Like solicitors, barristers normally select a small range of areas of law to practise in and specialise as their careers progress. Criminal and family work both offer opportunities to speak in court almost daily, but barristers can also specialise in commercial or government-related work that requires more preparation and analysis outside of court.
If you decide to take a job in law, you should be aware that across the board there is a culture of working long hours. The nature of the work will vary, but 12-hour days are a regular occurrence and late nights are common.
Undertaking an apprenticeship in a law firm is by no means a walk in the park. You’ll still require As and Bs at A level and a passion for the subject. However, competition is known to be fierce in the graduate law professions. Of the 1,200 students who complete the barrister qualifications, just 450 are likely to obtain a position. According to the Law Society (a representative body for solicitors in England and Wales), some 15,000 students graduated from law courses in the UK in 2013; however, there were around 5,000 training contracts available. Of course, not all law graduates will gravitate towards becoming a solicitor, but remember that many non-law graduates will be competing for places as well.
Competition will also vary according to the size of the solicitors’ firm. A small high street law firm may get a number of candidates applying from the local area, while major city firm Hogan Lovells states on its website that it gets 3,500 candidates applying for work placements and training contracts each year. The firm offers 60 places to trainees annually, although candidates do apply for a position or placement at more than one firm at a time.
In order to make it in this competitive environment, legal employers will expect you to have As and Bs at A level and at least a 2.1 university degree as well as having completed work placements with solicitors or barristers before you apply (this won’t be necessary for paralegals). Employers will also want to see evidence that you have been active in different projects outside of education.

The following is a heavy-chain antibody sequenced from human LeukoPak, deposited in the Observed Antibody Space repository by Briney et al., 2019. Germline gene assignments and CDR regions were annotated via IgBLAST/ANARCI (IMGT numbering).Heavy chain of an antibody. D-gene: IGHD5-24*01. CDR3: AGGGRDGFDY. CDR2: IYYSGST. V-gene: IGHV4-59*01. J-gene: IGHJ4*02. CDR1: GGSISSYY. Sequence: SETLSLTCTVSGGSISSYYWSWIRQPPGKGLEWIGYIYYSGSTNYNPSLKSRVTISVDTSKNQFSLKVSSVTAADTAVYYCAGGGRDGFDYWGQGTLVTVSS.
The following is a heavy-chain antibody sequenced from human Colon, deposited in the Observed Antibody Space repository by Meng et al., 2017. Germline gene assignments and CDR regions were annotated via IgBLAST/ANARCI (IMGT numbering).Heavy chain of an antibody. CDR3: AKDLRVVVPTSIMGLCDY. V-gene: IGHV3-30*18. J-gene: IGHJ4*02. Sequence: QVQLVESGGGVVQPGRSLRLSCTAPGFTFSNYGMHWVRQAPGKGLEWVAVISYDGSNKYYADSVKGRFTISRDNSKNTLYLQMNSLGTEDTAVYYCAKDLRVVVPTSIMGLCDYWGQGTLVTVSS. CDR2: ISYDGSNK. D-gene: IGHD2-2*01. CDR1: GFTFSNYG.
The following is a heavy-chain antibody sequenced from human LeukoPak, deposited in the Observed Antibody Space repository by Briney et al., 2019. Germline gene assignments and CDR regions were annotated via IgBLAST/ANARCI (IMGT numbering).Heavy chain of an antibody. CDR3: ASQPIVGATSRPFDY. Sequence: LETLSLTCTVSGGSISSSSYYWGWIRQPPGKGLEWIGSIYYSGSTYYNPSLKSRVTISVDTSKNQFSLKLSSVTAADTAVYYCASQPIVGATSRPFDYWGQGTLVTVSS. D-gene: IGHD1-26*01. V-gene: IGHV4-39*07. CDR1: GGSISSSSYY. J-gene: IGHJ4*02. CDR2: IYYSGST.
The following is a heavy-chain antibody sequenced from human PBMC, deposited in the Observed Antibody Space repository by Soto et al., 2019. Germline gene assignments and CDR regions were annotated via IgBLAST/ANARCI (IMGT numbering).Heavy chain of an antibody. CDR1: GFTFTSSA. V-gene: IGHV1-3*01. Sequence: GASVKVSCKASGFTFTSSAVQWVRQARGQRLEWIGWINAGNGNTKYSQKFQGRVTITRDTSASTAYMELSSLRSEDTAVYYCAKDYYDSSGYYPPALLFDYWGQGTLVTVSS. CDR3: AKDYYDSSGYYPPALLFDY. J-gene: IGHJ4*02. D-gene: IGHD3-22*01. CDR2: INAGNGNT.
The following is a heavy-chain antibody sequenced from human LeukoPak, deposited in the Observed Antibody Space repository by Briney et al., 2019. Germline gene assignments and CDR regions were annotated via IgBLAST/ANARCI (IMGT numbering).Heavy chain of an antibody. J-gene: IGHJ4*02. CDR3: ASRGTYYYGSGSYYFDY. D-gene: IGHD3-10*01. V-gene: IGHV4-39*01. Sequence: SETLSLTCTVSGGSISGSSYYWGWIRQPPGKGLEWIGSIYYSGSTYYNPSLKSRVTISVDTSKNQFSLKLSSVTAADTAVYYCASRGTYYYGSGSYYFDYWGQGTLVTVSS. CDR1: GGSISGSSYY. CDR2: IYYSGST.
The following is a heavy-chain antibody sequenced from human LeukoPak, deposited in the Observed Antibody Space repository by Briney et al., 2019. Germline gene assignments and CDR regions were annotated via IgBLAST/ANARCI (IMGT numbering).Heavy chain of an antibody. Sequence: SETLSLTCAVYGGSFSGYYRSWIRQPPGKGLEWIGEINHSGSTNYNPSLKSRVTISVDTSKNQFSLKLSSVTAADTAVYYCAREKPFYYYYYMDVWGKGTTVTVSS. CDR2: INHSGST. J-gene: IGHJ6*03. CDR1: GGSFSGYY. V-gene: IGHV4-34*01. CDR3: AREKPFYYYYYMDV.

The standards to enter the legal profession are exceptionally high, but the rewards will vary according to what area of law you choose to practise in and the type of firm (solicitors’ offices) or chambers (barristers’ offices) that you join. The government has recently made some major spending cuts in the areas of criminal and family law and lawyers in these fields can struggle to earn a basic living in the early years of their career. Likewise, while a major City law firm may pay an annual salary of upwards of £30,000, small high street firms are not obligated to pay more than the minimum wage.
If you are considering going into an area of law that is publicly funded (eg criminal or child protection work) rather than commercially orientated, you may want to consider how you will survive financially in the early years of your career. Some fledgling lawyers will rely on friends, family and bank loans, while others may supplement their income with work on the side or attempt to mix the areas they practise in. You may find more information about how and what to do as you progress with your studies or you can check out our legal careers website for graduates: TARGETjobs Law.